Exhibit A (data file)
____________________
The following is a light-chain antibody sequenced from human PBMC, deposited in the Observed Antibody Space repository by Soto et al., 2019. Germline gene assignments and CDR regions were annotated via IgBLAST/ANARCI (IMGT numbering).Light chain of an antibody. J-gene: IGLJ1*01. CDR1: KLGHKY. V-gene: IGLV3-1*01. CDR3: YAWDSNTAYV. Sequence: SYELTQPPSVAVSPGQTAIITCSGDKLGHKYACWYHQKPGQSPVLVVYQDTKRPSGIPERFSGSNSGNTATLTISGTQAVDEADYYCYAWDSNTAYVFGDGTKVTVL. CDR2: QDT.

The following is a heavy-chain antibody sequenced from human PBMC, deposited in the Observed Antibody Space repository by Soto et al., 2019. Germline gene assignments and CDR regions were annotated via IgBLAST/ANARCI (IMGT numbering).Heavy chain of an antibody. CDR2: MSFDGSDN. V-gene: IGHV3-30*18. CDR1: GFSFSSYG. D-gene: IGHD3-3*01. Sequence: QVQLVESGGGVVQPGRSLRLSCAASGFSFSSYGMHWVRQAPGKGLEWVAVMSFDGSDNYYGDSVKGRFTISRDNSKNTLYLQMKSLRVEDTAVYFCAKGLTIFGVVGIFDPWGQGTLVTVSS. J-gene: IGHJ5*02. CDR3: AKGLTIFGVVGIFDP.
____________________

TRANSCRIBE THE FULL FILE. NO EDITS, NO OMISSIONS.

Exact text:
The following is a light-chain antibody sequenced from human PBMC, deposited in the Observed Antibody Space repository by Soto et al., 2019. Germline gene assignments and CDR regions were annotated via IgBLAST/ANARCI (IMGT numbering).Light chain of an antibody. J-gene: IGLJ1*01. CDR1: KLGHKY. V-gene: IGLV3-1*01. CDR3: YAWDSNTAYV. Sequence: SYELTQPPSVAVSPGQTAIITCSGDKLGHKYACWYHQKPGQSPVLVVYQDTKRPSGIPERFSGSNSGNTATLTISGTQAVDEADYYCYAWDSNTAYVFGDGTKVTVL. CDR2: QDT.

The following is a heavy-chain antibody sequenced from human PBMC, deposited in the Observed Antibody Space repository by Soto et al., 2019. Germline gene assignments and CDR regions were annotated via IgBLAST/ANARCI (IMGT numbering).Heavy chain of an antibody. CDR2: MSFDGSDN. V-gene: IGHV3-30*18. CDR1: GFSFSSYG. D-gene: IGHD3-3*01. Sequence: QVQLVESGGGVVQPGRSLRLSCAASGFSFSSYGMHWVRQAPGKGLEWVAVMSFDGSDNYYGDSVKGRFTISRDNSKNTLYLQMKSLRVEDTAVYFCAKGLTIFGVVGIFDPWGQGTLVTVSS. J-gene: IGHJ5*02. CDR3: AKGLTIFGVVGIFDP.